Spring Bank

For decades the South Bronx had been regarded a “banking wasteland” in dire need of stable, mainstream financial institutions. When Spring Bank opened in 2007, they were the first bank to locate in the South Bronx in over 25 years, providing affordable, mainstream banking services to a neighborhood in need. Since then, Spring Bank has continued that fight by expanding to Harlem. Spring Bank believes every community deserves a bank that serves local people and businesses. They are committed to serving anyone who believes in the importance of keeping Main Street strong. 

Related News

Independent Banker | Monday, February 1, 2021

When people come to live in the U.S. from other countries, they often don't have an American credit history, identification or other typical requirements of the account-opening or loan process. But community banks are finding ways to serve this growing population while mitigating credit and compliance hurdles. Spring Bank and Sunrise Banks are featured in this article. 

Spring Bank | Monday, November 2, 2020

When COVID-19 hit, Spring Bank responded by supporting their small business and nonprofit partners when they needed it most. Hours after the CARES Act passed in April of this year, their lending team got to work to assist organizations with their applications for a Payment Protection Program (PPP) loan. Spring Bank is proud to report that as of this month, they secured 360 PPP loans–valued at $86.8 million–for small businesses and nonprofits in the New York City area. With these funds, organizations retained over 5,000 jobs.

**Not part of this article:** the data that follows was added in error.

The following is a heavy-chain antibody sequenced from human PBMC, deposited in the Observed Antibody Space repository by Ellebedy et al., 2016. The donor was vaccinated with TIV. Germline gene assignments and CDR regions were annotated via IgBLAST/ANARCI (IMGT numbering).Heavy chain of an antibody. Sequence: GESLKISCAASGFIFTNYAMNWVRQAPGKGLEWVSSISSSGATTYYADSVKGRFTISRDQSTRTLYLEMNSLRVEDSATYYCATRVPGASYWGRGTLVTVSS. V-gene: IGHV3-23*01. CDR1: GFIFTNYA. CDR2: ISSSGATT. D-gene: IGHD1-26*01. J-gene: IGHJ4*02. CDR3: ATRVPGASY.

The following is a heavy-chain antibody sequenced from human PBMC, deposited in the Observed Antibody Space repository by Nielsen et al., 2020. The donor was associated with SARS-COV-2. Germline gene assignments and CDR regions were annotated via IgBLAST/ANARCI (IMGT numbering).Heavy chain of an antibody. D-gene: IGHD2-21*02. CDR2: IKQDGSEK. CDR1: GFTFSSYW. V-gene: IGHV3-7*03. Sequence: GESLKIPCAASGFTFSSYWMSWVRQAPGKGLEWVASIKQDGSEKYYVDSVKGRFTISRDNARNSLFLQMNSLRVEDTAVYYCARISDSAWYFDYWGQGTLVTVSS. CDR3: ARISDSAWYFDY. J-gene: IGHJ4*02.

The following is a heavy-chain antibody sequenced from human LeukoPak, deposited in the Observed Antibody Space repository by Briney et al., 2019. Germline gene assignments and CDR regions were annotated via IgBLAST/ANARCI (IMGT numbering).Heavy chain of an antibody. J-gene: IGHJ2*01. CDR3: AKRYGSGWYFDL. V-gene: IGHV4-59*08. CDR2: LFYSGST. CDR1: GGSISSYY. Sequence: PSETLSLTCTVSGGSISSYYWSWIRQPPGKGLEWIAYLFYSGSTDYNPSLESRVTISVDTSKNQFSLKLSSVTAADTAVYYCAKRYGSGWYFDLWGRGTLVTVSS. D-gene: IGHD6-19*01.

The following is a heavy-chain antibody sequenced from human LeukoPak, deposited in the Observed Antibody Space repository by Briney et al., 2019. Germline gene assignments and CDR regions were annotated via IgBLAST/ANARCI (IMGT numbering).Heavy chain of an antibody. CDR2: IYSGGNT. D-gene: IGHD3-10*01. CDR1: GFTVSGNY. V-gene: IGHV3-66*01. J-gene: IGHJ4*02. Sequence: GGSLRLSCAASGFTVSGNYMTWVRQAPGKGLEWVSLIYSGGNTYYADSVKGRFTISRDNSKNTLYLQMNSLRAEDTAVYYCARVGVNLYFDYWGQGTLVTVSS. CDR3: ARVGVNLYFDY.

Next City | Tuesday, July 28, 2020

"The more you [run a community bank in the Bronx] the more you see the lack of inclusion is baked into stuff," says Demetris Giannoulias, the Chicago-born co-founder and CEO of Spring Bank. Reports submitted to federal regulators show Spring Bank's borrowers, both individuals and businesses, are disproportionately located in low-to-moderate income census tracts. All of its small business lending in 2016 and 2017 went to businesses with less than $1 million in revenue. Yet it is financially sustainable — if it wasn't, like any bank it would get in trouble with regulators.